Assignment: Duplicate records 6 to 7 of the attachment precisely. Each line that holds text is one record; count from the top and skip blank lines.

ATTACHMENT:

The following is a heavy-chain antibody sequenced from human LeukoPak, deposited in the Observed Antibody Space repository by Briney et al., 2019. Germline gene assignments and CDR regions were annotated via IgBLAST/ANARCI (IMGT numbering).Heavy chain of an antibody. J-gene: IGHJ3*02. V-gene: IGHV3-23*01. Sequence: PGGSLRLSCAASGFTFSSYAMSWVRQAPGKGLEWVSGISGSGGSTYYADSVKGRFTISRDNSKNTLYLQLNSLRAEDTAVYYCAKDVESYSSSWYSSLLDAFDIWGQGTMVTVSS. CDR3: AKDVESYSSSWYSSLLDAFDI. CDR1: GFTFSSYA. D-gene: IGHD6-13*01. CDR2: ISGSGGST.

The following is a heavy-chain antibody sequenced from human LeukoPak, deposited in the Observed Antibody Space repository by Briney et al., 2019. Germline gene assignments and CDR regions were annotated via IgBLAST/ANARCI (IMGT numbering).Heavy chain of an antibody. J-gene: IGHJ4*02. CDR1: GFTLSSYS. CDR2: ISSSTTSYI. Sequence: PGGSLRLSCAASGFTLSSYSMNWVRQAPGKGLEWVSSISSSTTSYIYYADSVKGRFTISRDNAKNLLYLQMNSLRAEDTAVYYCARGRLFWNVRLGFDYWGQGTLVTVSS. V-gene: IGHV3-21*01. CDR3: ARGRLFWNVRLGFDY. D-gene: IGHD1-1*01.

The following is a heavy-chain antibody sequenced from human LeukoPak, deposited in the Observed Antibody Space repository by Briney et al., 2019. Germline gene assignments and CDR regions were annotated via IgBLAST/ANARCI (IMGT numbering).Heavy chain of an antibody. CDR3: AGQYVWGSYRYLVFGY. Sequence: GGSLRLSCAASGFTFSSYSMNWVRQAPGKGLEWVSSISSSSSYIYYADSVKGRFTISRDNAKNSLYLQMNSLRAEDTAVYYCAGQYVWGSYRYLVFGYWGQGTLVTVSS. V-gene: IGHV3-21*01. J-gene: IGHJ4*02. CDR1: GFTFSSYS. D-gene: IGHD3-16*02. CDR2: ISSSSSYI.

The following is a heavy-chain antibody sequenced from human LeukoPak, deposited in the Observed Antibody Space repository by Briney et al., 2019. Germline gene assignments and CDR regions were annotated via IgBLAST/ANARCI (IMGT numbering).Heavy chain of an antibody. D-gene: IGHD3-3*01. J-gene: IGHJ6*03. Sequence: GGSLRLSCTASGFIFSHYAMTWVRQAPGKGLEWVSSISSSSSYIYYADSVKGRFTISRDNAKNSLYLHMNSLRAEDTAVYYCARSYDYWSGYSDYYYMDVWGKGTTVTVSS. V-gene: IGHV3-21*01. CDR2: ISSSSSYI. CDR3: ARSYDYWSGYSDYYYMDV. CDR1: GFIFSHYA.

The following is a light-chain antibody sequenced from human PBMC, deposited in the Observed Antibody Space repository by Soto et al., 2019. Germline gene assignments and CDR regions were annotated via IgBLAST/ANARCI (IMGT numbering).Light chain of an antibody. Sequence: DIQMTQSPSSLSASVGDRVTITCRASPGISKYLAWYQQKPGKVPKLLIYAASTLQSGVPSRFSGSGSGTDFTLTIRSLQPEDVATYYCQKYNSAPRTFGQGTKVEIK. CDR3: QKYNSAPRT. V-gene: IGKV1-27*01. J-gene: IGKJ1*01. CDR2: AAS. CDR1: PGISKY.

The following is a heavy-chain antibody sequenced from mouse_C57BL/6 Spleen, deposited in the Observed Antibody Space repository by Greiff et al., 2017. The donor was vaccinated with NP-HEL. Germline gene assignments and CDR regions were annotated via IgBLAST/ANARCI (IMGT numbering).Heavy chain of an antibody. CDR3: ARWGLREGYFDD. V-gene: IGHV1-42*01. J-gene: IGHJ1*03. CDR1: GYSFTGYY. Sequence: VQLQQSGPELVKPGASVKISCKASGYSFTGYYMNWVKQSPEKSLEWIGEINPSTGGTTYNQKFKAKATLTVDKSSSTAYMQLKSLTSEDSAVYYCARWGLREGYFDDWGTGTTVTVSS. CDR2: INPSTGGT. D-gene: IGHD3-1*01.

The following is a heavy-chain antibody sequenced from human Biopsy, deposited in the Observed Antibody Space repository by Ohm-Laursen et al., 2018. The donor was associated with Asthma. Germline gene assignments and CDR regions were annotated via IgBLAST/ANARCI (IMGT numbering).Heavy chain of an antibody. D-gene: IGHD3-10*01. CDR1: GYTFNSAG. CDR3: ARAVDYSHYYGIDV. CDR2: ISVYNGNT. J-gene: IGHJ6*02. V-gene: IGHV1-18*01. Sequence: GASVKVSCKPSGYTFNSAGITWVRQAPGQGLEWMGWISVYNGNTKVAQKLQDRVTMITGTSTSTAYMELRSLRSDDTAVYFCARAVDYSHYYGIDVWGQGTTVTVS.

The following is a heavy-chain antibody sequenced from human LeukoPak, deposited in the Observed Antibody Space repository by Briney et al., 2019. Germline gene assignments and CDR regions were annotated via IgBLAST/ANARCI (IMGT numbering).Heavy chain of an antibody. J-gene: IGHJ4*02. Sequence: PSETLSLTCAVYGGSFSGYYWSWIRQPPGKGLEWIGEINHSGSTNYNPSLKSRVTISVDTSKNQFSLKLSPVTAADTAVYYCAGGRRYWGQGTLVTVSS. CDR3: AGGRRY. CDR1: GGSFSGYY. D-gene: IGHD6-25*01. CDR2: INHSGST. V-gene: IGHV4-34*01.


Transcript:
The following is a heavy-chain antibody sequenced from mouse_C57BL/6 Spleen, deposited in the Observed Antibody Space repository by Greiff et al., 2017. The donor was vaccinated with NP-HEL. Germline gene assignments and CDR regions were annotated via IgBLAST/ANARCI (IMGT numbering).Heavy chain of an antibody. CDR3: ARWGLREGYFDD. V-gene: IGHV1-42*01. J-gene: IGHJ1*03. CDR1: GYSFTGYY. Sequence: VQLQQSGPELVKPGASVKISCKASGYSFTGYYMNWVKQSPEKSLEWIGEINPSTGGTTYNQKFKAKATLTVDKSSSTAYMQLKSLTSEDSAVYYCARWGLREGYFDDWGTGTTVTVSS. CDR2: INPSTGGT. D-gene: IGHD3-1*01.

The following is a heavy-chain antibody sequenced from human Biopsy, deposited in the Observed Antibody Space repository by Ohm-Laursen et al., 2018. The donor was associated with Asthma. Germline gene assignments and CDR regions were annotated via IgBLAST/ANARCI (IMGT numbering).Heavy chain of an antibody. D-gene: IGHD3-10*01. CDR1: GYTFNSAG. CDR3: ARAVDYSHYYGIDV. CDR2: ISVYNGNT. J-gene: IGHJ6*02. V-gene: IGHV1-18*01. Sequence: GASVKVSCKPSGYTFNSAGITWVRQAPGQGLEWMGWISVYNGNTKVAQKLQDRVTMITGTSTSTAYMELRSLRSDDTAVYFCARAVDYSHYYGIDVWGQGTTVTVS.